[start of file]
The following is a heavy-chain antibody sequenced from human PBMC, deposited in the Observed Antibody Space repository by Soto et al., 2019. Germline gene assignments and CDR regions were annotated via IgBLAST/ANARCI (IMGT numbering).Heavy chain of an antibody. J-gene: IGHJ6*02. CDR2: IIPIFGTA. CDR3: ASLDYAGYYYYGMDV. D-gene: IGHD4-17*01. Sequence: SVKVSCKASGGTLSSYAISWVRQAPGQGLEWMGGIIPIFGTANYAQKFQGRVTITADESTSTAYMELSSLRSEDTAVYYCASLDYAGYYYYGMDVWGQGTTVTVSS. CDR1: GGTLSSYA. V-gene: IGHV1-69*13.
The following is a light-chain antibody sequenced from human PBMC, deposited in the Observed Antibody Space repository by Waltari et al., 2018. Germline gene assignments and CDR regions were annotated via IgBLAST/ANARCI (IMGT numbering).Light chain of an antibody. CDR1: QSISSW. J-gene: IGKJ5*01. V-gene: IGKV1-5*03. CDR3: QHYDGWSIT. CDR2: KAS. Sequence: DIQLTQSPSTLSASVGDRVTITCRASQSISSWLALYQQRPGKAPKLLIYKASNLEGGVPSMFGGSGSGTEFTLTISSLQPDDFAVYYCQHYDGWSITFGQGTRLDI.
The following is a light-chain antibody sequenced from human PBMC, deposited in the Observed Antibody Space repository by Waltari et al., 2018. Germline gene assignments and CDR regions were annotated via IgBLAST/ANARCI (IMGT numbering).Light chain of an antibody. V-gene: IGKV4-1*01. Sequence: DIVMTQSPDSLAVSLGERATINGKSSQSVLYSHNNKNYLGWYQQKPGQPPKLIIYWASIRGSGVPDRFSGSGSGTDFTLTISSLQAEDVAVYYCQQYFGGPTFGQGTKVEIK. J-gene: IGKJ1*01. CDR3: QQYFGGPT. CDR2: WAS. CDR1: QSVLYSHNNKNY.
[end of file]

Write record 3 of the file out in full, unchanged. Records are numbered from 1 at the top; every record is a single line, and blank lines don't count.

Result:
The following is a light-chain antibody sequenced from human PBMC, deposited in the Observed Antibody Space repository by Waltari et al., 2018. Germline gene assignments and CDR regions were annotated via IgBLAST/ANARCI (IMGT numbering).Light chain of an antibody. V-gene: IGKV4-1*01. Sequence: DIVMTQSPDSLAVSLGERATINGKSSQSVLYSHNNKNYLGWYQQKPGQPPKLIIYWASIRGSGVPDRFSGSGSGTDFTLTISSLQAEDVAVYYCQQYFGGPTFGQGTKVEIK. J-gene: IGKJ1*01. CDR3: QQYFGGPT. CDR2: WAS. CDR1: QSVLYSHNNKNY.